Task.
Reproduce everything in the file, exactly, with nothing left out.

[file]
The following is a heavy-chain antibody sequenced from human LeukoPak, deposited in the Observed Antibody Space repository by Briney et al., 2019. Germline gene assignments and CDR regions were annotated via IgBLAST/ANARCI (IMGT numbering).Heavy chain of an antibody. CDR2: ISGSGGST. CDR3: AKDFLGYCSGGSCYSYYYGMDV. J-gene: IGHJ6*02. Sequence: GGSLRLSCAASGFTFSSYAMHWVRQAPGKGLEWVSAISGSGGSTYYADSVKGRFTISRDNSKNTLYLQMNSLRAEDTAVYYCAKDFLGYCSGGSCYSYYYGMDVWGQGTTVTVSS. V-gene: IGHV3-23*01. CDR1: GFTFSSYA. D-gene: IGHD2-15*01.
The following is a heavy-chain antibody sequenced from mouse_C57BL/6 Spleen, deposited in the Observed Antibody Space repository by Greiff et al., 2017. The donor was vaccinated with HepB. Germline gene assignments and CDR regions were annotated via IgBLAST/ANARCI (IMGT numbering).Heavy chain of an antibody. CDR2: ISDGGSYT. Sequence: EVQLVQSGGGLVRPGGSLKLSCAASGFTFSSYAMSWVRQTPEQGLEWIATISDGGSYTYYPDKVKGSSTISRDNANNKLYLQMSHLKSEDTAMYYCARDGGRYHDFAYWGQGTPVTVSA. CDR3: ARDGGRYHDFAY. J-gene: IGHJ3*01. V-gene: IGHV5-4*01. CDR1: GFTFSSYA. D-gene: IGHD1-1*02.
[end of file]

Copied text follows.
The following is a heavy-chain antibody sequenced from human LeukoPak, deposited in the Observed Antibody Space repository by Briney et al., 2019. Germline gene assignments and CDR regions were annotated via IgBLAST/ANARCI (IMGT numbering).Heavy chain of an antibody. CDR2: ISGSGGST. CDR3: AKDFLGYCSGGSCYSYYYGMDV. J-gene: IGHJ6*02. Sequence: GGSLRLSCAASGFTFSSYAMHWVRQAPGKGLEWVSAISGSGGSTYYADSVKGRFTISRDNSKNTLYLQMNSLRAEDTAVYYCAKDFLGYCSGGSCYSYYYGMDVWGQGTTVTVSS. V-gene: IGHV3-23*01. CDR1: GFTFSSYA. D-gene: IGHD2-15*01.
The following is a heavy-chain antibody sequenced from mouse_C57BL/6 Spleen, deposited in the Observed Antibody Space repository by Greiff et al., 2017. The donor was vaccinated with HepB. Germline gene assignments and CDR regions were annotated via IgBLAST/ANARCI (IMGT numbering).Heavy chain of an antibody. CDR2: ISDGGSYT. Sequence: EVQLVQSGGGLVRPGGSLKLSCAASGFTFSSYAMSWVRQTPEQGLEWIATISDGGSYTYYPDKVKGSSTISRDNANNKLYLQMSHLKSEDTAMYYCARDGGRYHDFAYWGQGTPVTVSA. CDR3: ARDGGRYHDFAY. J-gene: IGHJ3*01. V-gene: IGHV5-4*01. CDR1: GFTFSSYA. D-gene: IGHD1-1*02.